It seems hard to believe now, but there was a day when Val McDermid was just another crime writer. True, her Kate Brannigan novels were highly accomplished and well-honed pieces of work, and if McDermid had written nothing else, they would have assured her a solid place in the history of the genre. But Beneath the Bleeding
(as with most of the other work the author has done more recently) is a much more ambitious and considerable novel, written on a grander scale, tackling pertinent social issues and (most importantly) developing two highly memorable characters: forensic profiler Tony Hill and his police ally DCI Carol Jordan.
The new book, as disturbing as it is compulsively readable, continues to add new levels to the psychological thriller -- something that McDermid seems able to do in every new book. A star footballer has been murdered in the city of Bradfield. Shortly after, an explosion rocks the town's football stadium, wreaking mass carnage. In the current climate of fear regarding home-grown terrorism, it is inevitable that suspicion falls in this direction but is money -- or something else -- involved here? Such as a bloody working out of some kind of revenge scenario against the football team? Needless to say, this is quite a different case from those that Tony Hill and Carol Jordan have previously been involved with, and the customary relationship (swinging between confrontation and admiration) is worked out with all the rigour that we expect from McDermid. Of course, this is an author who always has more fish to fry than the simple exigencies of the crime novel, and astringent commentaries on many aspects of British society are provocatively incorporated here (always, though, inter alia -- never at the expense of a forward-moving narrative). If you're a fan of the Wire in the Blood TV series, you should do yourself a favour and investigate the original novels such as Beneath the Bleeding. They offer a considerably more involving experience. --Barry Forshaw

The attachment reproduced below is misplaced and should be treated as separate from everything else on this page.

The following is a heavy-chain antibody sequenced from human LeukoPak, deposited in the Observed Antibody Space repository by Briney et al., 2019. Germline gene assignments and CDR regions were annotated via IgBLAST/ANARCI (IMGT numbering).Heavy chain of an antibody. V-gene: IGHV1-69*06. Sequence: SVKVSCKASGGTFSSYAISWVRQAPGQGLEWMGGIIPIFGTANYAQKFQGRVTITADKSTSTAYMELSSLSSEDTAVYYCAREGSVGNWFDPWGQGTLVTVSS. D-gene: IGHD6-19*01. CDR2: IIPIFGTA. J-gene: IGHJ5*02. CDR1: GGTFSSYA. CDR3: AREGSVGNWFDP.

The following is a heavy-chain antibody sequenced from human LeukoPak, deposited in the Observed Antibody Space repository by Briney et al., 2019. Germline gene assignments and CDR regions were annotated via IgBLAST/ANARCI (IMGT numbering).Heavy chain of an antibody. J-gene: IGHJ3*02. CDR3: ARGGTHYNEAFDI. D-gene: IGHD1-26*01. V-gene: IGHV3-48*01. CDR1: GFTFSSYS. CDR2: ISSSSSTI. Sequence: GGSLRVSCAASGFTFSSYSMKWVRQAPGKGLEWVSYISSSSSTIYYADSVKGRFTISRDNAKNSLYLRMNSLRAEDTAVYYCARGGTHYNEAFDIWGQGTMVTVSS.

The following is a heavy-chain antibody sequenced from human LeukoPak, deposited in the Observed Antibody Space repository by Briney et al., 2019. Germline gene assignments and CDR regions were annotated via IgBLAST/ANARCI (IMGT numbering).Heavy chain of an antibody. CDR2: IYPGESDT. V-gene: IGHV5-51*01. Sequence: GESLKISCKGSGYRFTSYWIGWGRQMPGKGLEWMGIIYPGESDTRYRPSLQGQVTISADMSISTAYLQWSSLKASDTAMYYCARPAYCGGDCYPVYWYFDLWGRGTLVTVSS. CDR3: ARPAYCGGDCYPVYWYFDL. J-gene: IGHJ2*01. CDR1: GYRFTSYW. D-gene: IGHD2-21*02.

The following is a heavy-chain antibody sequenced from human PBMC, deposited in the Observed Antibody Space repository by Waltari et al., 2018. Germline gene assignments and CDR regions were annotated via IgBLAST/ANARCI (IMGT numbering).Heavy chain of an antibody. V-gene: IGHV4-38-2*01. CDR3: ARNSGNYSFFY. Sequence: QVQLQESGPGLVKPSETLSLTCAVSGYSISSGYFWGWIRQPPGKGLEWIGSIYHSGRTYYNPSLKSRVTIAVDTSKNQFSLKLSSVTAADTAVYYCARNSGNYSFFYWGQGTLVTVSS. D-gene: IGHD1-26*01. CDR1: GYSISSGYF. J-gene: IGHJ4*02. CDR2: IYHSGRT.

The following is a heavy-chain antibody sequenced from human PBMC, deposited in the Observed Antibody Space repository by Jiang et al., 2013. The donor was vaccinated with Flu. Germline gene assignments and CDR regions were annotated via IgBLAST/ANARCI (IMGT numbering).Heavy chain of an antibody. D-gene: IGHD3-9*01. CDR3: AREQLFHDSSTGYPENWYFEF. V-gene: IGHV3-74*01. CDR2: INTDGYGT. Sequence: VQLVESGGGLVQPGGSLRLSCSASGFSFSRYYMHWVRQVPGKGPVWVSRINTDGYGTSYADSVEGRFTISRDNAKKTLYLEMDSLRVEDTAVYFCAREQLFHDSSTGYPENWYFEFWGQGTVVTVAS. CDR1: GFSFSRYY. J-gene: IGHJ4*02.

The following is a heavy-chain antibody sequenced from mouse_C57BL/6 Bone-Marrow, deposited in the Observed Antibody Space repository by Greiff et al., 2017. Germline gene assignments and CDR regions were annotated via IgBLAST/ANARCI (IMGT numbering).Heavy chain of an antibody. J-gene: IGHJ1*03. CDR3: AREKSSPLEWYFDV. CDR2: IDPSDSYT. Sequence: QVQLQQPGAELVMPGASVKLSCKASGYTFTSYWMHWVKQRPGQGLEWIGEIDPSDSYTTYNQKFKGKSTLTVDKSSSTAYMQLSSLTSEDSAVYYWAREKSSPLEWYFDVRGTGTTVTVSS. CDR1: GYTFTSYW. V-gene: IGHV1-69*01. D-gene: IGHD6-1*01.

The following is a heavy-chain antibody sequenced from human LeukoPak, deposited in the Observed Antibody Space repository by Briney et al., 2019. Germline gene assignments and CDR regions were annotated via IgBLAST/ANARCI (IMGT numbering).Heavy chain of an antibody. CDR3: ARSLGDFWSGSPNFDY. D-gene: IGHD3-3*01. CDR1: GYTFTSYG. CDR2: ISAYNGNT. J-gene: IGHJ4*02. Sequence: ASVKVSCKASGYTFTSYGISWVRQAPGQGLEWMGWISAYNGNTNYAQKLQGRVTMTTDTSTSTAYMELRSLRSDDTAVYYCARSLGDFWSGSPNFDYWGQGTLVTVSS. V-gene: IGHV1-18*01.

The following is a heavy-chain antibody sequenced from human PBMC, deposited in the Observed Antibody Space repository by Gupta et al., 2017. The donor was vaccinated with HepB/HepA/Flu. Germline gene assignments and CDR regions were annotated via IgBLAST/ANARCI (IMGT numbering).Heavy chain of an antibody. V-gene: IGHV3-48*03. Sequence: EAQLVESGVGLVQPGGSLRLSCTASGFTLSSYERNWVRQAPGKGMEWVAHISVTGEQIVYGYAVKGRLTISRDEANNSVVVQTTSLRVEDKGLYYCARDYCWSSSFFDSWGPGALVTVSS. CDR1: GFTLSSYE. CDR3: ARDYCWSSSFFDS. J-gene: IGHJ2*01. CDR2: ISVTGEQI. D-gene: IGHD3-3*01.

--This text refers to an out of print or unavailable edition of this title.
‘McDermid is at the peak of her murderous craft’ Mirror
'The Queen of serial killers in this country keeps her end up…. few can scoop Val on throat-clutching narrative… Marvellous' Daily Mail
‘All the craft, panache and pace that we have come to expect from this outstanding writer… Vintage stuff: unplug the phone, lock the door and prepare to read in a sitting’ Guardian
‘Peerless … One of the world’s finest crime writers, McDermid is currently at the top of her game’ Glasgow Herald
‘McDermid’s writing gets better and better’ Spectator